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The analysis, carried out between 5 April and 16 May, found the Pfizer vaccine was 88% effective against symptomatic disease from the India variant two weeks after a second dose, compared with 93% effectiveness against the Kent strain. For its part, the AstraZeneca jab was 60% effective, compared with 66% against the Kent variant over the same period, according to The Guardian.
The difference in effectiveness between the two vaccines could be due to the rollout of second AstraZeneca doses taking place later than those for the Pfizer jab, PHE said on Saturday. Data suggests that it takes longer for the AstraZeneca jab to reach maximum effectiveness, so the protection it provides could increase further.
|A healthcare worker holds syringes with the Moderna and Pfizer vaccines against the coronavirus disease (COVID-19) at a vaccination centre, in El Paso, Texas, May 6, 2021. Jose Luis Gonzalez | Reuters|
“It is now clear how important the second dose is to secure the strongest possible protection against Covid-19 and its variants,” the health secretary, Matt Hancock, said. “Everyone should book their jab when offered.”
In addition to the protection offered against symptomatic Covid-19, PHE said it expected to see even higher levels of effectiveness against hospital admissions and deaths.
“This study provides reassurance that two doses of either vaccine offer high levels of protection against symptomatic disease from the B.1.617.2 [India] variant and we expect the vaccines to be even more effective at preventing hospitalisation and death,” said Mary Ramsay, head of immunisation at PHE.
This point was backed by Dr Susan Hopkins, Covid-19 strategic response director for PHE. “We have now got early evidence that the vaccine protects [against the India variant],” she said. “That’s really good news. What we are saying now is push the second dose and get as many people vaccinated as possible.”
It was also found that both vaccines were 33% effective against symptomatic disease caused by the India variant, three weeks after the first dose. This compared with about 50% effectiveness against the Kent variant.
The analysis was carried out on people from all age groups from 5 April to cover the time when the India variant emerged and included 1,054 people confirmed as having the variant through genomic sequencing.
Hopkins added that PHE would carry out further studies on a weekly basis and would advise government on its implications for the proposed relaxation of Covid restrictions next month.
Separate analysis by PHE indicates that the vaccination programme has so far prevented 13,000 deaths from Covid-19 and around 39,100 hospital admissions in older people in England, up to 9 May.
Variant of concern
The variant first discovered in India has been blamed for causing a dramatic third wave of infections in the country, overwhelming hospitals and causing thousands of deaths this spring. There were concerns that Covid vaccines could be rendered less effective by the variant so the latest data should help allay those worries, CNBC reported.
|Photo: Getty Images|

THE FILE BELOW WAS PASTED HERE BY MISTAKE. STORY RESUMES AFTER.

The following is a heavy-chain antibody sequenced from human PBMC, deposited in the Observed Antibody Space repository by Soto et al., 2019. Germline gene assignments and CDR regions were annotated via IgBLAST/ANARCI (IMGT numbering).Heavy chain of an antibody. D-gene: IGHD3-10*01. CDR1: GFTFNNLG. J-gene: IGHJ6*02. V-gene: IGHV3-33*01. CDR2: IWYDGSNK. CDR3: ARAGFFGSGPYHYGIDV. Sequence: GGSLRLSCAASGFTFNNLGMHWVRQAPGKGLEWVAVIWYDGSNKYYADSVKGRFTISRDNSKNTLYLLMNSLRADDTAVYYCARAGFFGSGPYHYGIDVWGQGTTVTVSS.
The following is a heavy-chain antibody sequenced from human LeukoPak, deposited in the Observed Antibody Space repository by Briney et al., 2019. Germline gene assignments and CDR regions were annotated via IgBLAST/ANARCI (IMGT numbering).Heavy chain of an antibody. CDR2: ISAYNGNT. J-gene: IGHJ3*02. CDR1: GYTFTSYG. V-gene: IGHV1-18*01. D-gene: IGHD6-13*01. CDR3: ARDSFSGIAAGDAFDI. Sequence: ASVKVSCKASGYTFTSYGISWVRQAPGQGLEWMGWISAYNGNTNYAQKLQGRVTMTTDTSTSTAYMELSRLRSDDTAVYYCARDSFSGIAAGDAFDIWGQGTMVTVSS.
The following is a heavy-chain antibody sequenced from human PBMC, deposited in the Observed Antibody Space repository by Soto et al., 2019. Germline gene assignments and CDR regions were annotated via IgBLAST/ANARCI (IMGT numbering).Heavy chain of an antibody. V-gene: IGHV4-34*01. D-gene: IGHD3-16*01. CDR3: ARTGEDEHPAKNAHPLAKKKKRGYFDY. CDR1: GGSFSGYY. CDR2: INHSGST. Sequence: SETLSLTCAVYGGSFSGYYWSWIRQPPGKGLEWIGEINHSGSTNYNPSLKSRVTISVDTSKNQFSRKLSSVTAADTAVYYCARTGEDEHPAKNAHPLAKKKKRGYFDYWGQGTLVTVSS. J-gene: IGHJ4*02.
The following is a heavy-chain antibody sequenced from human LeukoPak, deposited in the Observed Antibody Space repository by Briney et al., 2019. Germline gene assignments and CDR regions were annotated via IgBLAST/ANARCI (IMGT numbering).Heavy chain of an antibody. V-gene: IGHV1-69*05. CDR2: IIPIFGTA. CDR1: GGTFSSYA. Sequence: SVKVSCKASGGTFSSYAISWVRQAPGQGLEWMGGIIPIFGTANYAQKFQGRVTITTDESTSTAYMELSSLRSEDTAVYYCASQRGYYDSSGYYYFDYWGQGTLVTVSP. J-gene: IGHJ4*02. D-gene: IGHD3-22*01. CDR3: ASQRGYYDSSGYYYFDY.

The India variant has been detected in numerous other countries now, according to the World Health Organization, which dubbed it a “variant of concern” in early May.
The PHE study analyzed data from 1,054 people, of all age groups and several ethnicities, confirmed as having the B.1.617.2 variant through genomic sequencing. The data was collected from April 5 and hence covers the period since the B.1.617.2 variant (one of three variant subtypes found in India) emerged in parts of the U.K.
Responding to the study, the U.K.’s health secretary, Matt Hancock, described the findings as “groundbreaking – and proves just how valuable our Covid-19 vaccination programme is in protecting the people we love.”
The U.K. has given more than 22 million people two doses of a Covid vaccine, while 72% of the population (or almost 40 million people) have had one shot, government data shows.
As the virus changes, protection against infection was always going to be the first thing that slips.
So the fact that the Pfizer and AstraZeneca vaccines offer such a high degree of protection against the Indian variant after the second dose is very reassuring given experts expect it to become dominant.
But what are the implications of the drop in effectiveness of the first dose where the Indian variant is concerned?
Given it's expected to become the dominant variant in the UK, it's now even more important people get their second jab.
The more difficult question to answer is what this means for the speed of the route back to normality.
Its ability to evade the vaccines even by a small degree will be a factor in how more transmissible this variant is here.
There are also other biological reasons why it might find it easier to spread.
But this does not necessarily mean we will see a surge in cases and, crucially, hospital admissions - the protection vaccines give us against serious illness will be much much higher than their ability to block mild infections.
The Indian variant certainly gives the virus a bit more of an advantage, but it doesn't mean the vaccines won't win out.
The study looked at data from all age groups from 5 April, to cover the period since the Indian variant emerged.
There is not enough data to estimate how effective the vaccine is against severe outcomes for the Indian variant, PHE said.
Dr Jamie Lopez Bernal, consultant medical epidemiologist at PHE and the study's lead author, said there was higher confidence in the data from the first vaccine dose than that from the second as "there are bigger numbers that have been vaccinated with one dose".
Prof Susan Hopkins, PHE's Covid-19 strategic response director, said the data trend was "quite clear" and was heading in the "right direction".
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